The Rules for Deducting Childcare Expenses

Raising children is expensive, especially if you have to pay for child care so that you can go to work. The Internal Revenue Service offers a variety of tax breaks that can ease the financial burden of raising a family. The Child and Dependent Care Credit is a tax break that can allow you to save as much as $6,000 on child care expenses.

Deducting Dependent Care Expenses

Many of the tax breaks the IRS offers are tax deductions that reduce taxable income. The term "tax deduction" is sometimes used to refer to any tax rule that reduces the amount of tax you owe, but the tax break for child and dependent care expenses is technically a tax credit. A tax credit directly reduces the total amount of tax you owe instead of reducing taxable income. Tax credits are more powerful than tax deductions of equivalent size. For example, if your income tax rate is 25 percent, a tax deduction of $1,000 saves you $250 in taxes. On the other hand, a tax credit of $1,000 results in $1,000 less in taxes regardless of your income tax rate.

The Child and Dependent Care Credit tax credit applies only if you pay for child care so that you are able to go to work or look for work. If you are married, your spouse must also work or be a full-time student for at least five months of the year for you to qualify for the dependent care deduction. The tax credit is capped at $3,000 in child care expenses if you have one child and $6,000 if you have two or more children. In addition, the credit cannot exceed the lesser of your and your spouse's earned incomes. In other words, if your spouse earned $5,000 last year, your maximum credit is limited to $5,000 even if you have two eligible children.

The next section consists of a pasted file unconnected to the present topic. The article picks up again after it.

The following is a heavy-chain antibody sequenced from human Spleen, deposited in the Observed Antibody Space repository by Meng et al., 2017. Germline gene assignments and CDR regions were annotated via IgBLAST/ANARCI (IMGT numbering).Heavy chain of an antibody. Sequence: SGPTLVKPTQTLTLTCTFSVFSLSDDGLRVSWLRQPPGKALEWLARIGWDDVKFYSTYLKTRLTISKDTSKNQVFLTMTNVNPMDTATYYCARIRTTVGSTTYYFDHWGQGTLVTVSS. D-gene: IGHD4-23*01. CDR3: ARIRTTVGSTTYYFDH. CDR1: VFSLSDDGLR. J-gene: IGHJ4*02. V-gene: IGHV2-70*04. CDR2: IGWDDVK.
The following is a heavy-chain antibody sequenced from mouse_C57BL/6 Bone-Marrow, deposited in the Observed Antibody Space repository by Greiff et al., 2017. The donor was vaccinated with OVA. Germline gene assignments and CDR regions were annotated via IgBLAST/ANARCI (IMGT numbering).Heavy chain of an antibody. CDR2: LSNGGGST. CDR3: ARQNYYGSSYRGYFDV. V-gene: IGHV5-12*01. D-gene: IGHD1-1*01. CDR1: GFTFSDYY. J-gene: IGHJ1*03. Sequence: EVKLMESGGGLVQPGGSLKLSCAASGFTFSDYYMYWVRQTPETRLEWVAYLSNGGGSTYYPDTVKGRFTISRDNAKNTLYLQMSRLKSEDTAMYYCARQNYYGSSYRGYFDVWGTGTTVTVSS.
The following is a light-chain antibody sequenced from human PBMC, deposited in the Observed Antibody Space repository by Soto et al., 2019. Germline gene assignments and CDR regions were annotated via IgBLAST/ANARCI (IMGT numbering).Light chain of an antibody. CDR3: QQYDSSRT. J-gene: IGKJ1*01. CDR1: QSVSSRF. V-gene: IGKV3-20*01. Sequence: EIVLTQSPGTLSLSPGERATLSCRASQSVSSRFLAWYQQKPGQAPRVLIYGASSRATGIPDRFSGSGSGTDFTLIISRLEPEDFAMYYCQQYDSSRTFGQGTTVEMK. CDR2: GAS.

Exceptions to Child Care Tax Credit

To take the Child and Dependent Care Credit, your child must meet IRS rules for "qualifying individuals." The IRS says that a qualifying individual is a dependent who was under age 13 when he received care or a dependent who was physically or mentally incapable of self-care and lived with you for at least half the year. Dependents can be your own biological children or relations like siblings, nieces, stepchildren and grandchildren that are under your care.

If you qualify for the child care tax deduction, the IRS won't give you the tax break you are due unless you claim it on your tax return. You can claim the Child and Dependent Care Credit by completing Form 2441 and submitting it with your tax return. If you claim the credit, you must use Form 1040 or Form 1040A to file your tax return, meaning you can use Form 1040EZ, which is reserved for simple tax returns.

2018 Changes to Tax Credits

Fortunately, the Tax Cuts and Jobs Act kept the child tax credits intact. You'll follow the same procedure in 2018 that you followed in 2017.

Claiming the Credit in 2017

To claim the credit on your 2017 taxes, you'll need to use Form 2441: Child and Dependent Care Expenses. You'll need to know the name, address and Social Security numbers of any caregivers you used during the tax year, as well as the amount you paid for the care.

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